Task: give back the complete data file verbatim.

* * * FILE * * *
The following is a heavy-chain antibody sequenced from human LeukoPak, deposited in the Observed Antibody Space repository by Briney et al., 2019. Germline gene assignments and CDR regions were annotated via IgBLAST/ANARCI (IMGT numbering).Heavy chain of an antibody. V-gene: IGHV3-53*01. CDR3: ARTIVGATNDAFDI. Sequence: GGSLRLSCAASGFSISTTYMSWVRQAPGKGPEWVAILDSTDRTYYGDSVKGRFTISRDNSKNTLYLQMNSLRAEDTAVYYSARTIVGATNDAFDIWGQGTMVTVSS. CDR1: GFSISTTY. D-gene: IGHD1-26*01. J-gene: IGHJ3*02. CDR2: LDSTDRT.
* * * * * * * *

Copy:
The following is a heavy-chain antibody sequenced from human LeukoPak, deposited in the Observed Antibody Space repository by Briney et al., 2019. Germline gene assignments and CDR regions were annotated via IgBLAST/ANARCI (IMGT numbering).Heavy chain of an antibody. V-gene: IGHV3-53*01. CDR3: ARTIVGATNDAFDI. Sequence: GGSLRLSCAASGFSISTTYMSWVRQAPGKGPEWVAILDSTDRTYYGDSVKGRFTISRDNSKNTLYLQMNSLRAEDTAVYYSARTIVGATNDAFDIWGQGTMVTVSS. CDR1: GFSISTTY. D-gene: IGHD1-26*01. J-gene: IGHJ3*02. CDR2: LDSTDRT.